REAPING GOODNESS SOWED
Cody reined in his horse and held up his hand, signaling to Sam. He looked around him, especially back over his trail, ever cautious, ever aware that danger could be around the corner.
He also carefully looked down, checking for tracks, and what he saw disturbed him. “look here Sam, what do you make of this?” Sam edged his horse up for a better look. There were tracks of a number of unshod horses that had passed this way not long ago.
“Looks like Indians,” said Sam.
“You’re right,” replied Cody. “We need to be careful.”
The conflict between Indians and settlers had nearly ended, but there were always hotheaded young ones who wanted glory, scalps and horses. For the Indian, fighting was a way of life. He was a warrior first, everything came after that.
Long before the white man came, the tribes had fought each other, raiding for horses and women, goods and glory.
When the white men came, the Indians knew their way of life was threatened and sought to chase out the white settlers, ranchers and soldiers. They were similar to Dodge in that they wanted no change.
The Indians were superb fighters, able to live off the land, to sneak up on unsuspecting invaders and to strike with fury. They were brave in their search of coups and scalps and honor.
But they could never defeat the white man, for they were not united, and their Indian idea of a war was one battle and then they’d go home. They had no supplies or plans for a campaign, so they were unprepared for the soldiers who would follow them and attack again and again.
The Indians hadn’t changed much, even though they’d been repeatedly defeated, so Cody rode carefully. He turned off the path and moved through some cottonwoods growing along the trail.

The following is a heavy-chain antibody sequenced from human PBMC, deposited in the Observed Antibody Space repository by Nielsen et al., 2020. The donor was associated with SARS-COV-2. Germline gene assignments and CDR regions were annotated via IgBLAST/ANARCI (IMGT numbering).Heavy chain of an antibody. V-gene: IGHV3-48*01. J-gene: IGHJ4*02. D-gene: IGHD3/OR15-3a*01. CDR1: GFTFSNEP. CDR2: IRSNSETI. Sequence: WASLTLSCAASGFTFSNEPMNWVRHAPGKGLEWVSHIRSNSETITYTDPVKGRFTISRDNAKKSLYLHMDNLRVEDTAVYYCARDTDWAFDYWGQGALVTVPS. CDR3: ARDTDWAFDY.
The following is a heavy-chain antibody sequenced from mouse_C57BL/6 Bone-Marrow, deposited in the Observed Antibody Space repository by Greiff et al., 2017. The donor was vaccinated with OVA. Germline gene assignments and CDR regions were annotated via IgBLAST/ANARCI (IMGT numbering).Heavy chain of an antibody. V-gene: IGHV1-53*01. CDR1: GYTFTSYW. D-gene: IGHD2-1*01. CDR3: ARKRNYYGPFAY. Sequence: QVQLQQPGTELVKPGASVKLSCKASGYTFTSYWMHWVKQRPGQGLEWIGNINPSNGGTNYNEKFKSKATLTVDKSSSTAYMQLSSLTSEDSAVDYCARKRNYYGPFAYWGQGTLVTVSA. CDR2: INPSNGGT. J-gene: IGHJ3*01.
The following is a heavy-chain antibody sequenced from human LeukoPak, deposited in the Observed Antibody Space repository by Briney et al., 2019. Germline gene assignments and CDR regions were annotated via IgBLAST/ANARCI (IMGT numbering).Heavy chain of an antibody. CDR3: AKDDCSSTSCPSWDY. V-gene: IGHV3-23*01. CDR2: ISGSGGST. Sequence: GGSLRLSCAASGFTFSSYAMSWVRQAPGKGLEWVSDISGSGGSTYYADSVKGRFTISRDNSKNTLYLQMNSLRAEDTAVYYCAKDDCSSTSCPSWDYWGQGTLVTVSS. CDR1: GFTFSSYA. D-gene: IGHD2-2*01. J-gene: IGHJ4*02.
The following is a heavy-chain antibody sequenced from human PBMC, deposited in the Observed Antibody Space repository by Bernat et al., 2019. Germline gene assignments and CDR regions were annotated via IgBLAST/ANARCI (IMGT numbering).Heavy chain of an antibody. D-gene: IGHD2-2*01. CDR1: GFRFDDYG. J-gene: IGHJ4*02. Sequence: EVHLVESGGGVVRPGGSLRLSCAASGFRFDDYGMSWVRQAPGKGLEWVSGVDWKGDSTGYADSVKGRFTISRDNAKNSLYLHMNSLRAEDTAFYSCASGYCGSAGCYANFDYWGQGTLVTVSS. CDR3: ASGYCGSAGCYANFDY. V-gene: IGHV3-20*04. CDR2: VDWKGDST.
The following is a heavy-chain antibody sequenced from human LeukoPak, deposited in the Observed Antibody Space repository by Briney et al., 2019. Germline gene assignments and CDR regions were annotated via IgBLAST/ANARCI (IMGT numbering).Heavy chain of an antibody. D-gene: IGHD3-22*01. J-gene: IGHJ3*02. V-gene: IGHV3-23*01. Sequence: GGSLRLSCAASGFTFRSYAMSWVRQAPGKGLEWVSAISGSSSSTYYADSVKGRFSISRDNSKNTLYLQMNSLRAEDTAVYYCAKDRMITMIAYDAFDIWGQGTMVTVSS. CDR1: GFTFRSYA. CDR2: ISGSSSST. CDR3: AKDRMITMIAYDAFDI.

“Better not to be in the open,” he said. They rode towards a rise to get a better look around, careful not the make a silhouette, staying in the cover of trees.
There they were, a dozen Indians, trotting across the plain. There were no women or children with them, so they were hunting, but the question was, what were they hunting? Scalps and horses, or deer and antelopes, as Cody was?
Cody turned his horse in the opposite direction and Sam followed. “Keep looking back to see if you’re followed, and look all around to make sure you’re alone,” Cody said to Sam. “No need to fear, but a great need to be cautious.”
On one of their stops, Cody got out his field glasses for a wider look and spotted a small herd of antelope, pointing them out to Sam. “This way,” he said.
“But we are going away from them,” objected Sam.
“Antelopes have very good eyesight; if they see you, they’re immediately gone. So, we have to move downwind from them and come up on them from around a hill so we can get a shot.”
They worked their way around to the south side of the herd, keeping to the many dips in the plain. When they finally again caught site of the antelopes, they were only about 200 yards off.
Cody lifted his rifle, carefully sighted and squeezed the trigger. Then he quickly lifted his rifle a bit and fired again.
“Did you miss?’ asked Sam.
“No, I wanted to get two, and did,” replied Cody. “I suspect we will need the second one. The Indians probably heard my shots and will come.
They rode over to the two antelopes lying on the plain and dismounted. Cody showed Sam how to skin and butcher the animals, all the while frequently looking around.
A bit later he said quietly to Sam. “The Indians are here. Let’s load up our meat.”
“How do you know,” asked Sam, looking around and seeing nothing.
“I feel that we are being watched; they are behind a hill observing us.”
Picture from the internet: Indians scouting